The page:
SNN has extensively covered the mass migration of Ulster-Scots to the New World, their differences with the Puritans of New England, their contributions to the South in the form of heroes and culture, the awareness of those Ulster-Scots still in Northern Ireland of their Southern connections (also see here), the distinctiveness of Appalachia (where they predominantly settled) and the hatred in the US mainstream media for them. These were the people who settled much of the Upcountry South, built many of the cities we are familiar with today and continue to constitute the majority of the Upper South’s population. They have been in America so long and were so instrumental in fighting its wars and forming its identity that in many cases their European roots have been largely lost; they often simply refer to their ethnicity as ‘American‘ in a way that no other ethnic group does. Over the last couple of decades the Ulster-Scots identity has undergone something of a revival; the renewed Southern nationalist movement has played an important role in this revival.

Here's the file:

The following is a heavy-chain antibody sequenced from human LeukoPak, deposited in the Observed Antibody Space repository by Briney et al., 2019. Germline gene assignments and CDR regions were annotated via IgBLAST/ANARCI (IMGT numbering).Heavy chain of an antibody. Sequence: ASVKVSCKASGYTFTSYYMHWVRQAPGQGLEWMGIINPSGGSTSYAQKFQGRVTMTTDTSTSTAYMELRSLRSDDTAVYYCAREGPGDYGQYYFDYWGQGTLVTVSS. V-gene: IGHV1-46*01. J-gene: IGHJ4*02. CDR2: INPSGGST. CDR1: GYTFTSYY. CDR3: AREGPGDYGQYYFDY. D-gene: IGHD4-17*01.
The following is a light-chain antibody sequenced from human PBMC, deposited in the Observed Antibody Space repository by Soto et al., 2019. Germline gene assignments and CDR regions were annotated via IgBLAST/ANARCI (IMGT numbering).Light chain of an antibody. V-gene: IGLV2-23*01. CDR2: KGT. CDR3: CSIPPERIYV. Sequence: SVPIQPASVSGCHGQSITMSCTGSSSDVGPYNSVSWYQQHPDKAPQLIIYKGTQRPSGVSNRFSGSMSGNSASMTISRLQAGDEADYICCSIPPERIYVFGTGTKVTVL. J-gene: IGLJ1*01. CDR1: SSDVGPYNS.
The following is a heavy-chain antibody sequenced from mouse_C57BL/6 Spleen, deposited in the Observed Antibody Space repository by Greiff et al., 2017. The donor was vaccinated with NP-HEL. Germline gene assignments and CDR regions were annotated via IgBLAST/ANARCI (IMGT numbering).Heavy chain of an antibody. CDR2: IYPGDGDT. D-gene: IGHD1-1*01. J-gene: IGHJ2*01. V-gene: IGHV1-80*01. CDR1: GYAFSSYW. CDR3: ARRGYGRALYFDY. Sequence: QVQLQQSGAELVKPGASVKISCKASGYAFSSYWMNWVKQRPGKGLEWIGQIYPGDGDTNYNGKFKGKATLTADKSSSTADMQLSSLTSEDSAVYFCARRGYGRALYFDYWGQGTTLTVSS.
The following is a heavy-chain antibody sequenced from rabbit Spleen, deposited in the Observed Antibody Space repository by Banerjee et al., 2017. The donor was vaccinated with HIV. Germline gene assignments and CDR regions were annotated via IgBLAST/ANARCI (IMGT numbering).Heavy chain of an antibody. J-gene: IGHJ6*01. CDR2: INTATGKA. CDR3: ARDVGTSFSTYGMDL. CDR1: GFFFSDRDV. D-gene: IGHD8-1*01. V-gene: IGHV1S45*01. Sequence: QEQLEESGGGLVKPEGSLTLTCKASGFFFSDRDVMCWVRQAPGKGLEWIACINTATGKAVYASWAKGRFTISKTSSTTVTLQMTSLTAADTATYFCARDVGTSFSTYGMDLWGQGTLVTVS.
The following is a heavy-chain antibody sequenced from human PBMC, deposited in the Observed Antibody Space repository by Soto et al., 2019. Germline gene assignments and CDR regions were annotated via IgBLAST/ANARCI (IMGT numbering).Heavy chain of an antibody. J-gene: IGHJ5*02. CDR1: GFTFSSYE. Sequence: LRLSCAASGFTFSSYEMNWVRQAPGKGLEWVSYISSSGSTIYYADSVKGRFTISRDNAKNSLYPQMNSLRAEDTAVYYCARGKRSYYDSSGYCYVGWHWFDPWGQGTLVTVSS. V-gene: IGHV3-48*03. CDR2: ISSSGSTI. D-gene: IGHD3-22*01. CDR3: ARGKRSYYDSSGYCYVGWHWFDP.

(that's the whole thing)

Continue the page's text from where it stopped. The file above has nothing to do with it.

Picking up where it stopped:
Today, one of our Ulster-Scots readers sent us the following graphic, highlighting the great migration of the Ulster-Scots in the eighteenth century.